What’s also interesting is that – just as in other Southeast Asian countries – a lot of sales happens through social media channels. Some of the most popular ones are:
The trend is mostly relevant to micro-businesses but is estimated to make up a whopping 40% of all e-commerce sales in Indonesia, as reported by JPMorgan.
According to a Goldman Sachs report, with only a 7% penetration of e-commerce platforms, dedicated social commerce platforms like Woobiz have adjusted by using a hybrid of online and offline selling methods to cater for the specific “micro” character of the Indonesian e-commerce market.
Challenges for digital wallet adoption
Digital wallets are expected to grow, along with rising smartphone penetration. Unfortunately, Indonesian regulations don’t make it easy for online payment providers. They have to wait to obtain the domestic banking license, necessary if you want to operate on the Indonesian market. And then obtain further approvals when they surpass 300,000 active users. But even given these hurdles, digital wallets are the fastest-growing payment method, expected to be used in almost a third of all online transactions by 2021. According to Statista’s research, nearly half of Indonesian online shoppers will use an e-wallet by 2023, compared to only about 6% in 2017.
The impact of the COVID-19 pandemic
And of course, there’s the ongoing pandemic, which has accelerated the growth of online and especially mobile payments worldwide and hasn’t omitted the Asia-Pacific region. Some even notice that the change that was predicted to take years has now happened within several months since the pandemic started.
The outbreak has, in a way, helped the e-commerce sector grow, now expecting 50% year-on-year growth, according to a survey cited by the Jakarta Post. The survey also showed what we’re observing around the world: the shifts in consumer behaviour are going to stay with us for longer, in the so-called “new normal”.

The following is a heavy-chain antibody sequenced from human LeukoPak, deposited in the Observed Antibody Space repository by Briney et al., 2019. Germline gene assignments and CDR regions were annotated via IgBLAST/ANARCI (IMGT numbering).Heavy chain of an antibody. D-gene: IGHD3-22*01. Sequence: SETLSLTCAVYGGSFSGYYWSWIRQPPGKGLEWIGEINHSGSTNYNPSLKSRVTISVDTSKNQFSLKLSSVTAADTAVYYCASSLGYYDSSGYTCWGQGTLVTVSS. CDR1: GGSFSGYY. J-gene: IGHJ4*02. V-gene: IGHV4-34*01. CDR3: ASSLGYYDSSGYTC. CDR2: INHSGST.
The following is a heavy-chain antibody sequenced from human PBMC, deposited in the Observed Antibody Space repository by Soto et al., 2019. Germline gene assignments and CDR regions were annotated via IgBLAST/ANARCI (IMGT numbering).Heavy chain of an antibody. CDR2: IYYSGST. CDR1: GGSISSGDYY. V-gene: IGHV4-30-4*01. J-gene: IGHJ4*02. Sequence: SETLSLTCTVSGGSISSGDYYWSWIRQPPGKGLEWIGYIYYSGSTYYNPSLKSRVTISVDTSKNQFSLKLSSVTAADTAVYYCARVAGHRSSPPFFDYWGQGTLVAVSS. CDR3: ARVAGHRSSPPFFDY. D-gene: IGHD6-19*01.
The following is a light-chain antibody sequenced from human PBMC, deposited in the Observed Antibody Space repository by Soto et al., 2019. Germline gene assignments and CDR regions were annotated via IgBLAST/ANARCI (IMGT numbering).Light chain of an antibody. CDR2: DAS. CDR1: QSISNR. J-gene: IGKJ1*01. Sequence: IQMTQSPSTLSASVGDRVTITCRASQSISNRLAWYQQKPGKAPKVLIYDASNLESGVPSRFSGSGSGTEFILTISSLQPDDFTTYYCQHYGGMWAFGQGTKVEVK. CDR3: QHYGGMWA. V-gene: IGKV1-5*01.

This is confirmed further by the survey results, with 40% of participants confirming they indent to keep using e-commerce even after the pandemic.
In another survey conducted by Rakuten Insight, 55% of the respondents said they bought more online during the COVID-19 pandemic in Indonesia as of May 2020. And only 9% said they didn’t buy online at all.
What’s next for Indonesia’s e-commerce?
Domestic e-wallets are becoming increasingly popular during the pandemic. This is happening as the Indonesian central bank introduced standardised Indonesian QR codes and a single integrated platform for all QR-code transactions across multiple digital wallet providers.
Experts predict that the growth of foreign payment services catering to higher consumer demand, along with creating the digital infrastructure to enable higher payment volumes, is leading Indonesia to become “Southeast Asia’s next digital payments battleground”.
And with the still very fragmented market when it comes to online payments, both merchants and payment service providers need to focus on enabling local payment methods that Indonesians already know and trust, before global ones can become more popular.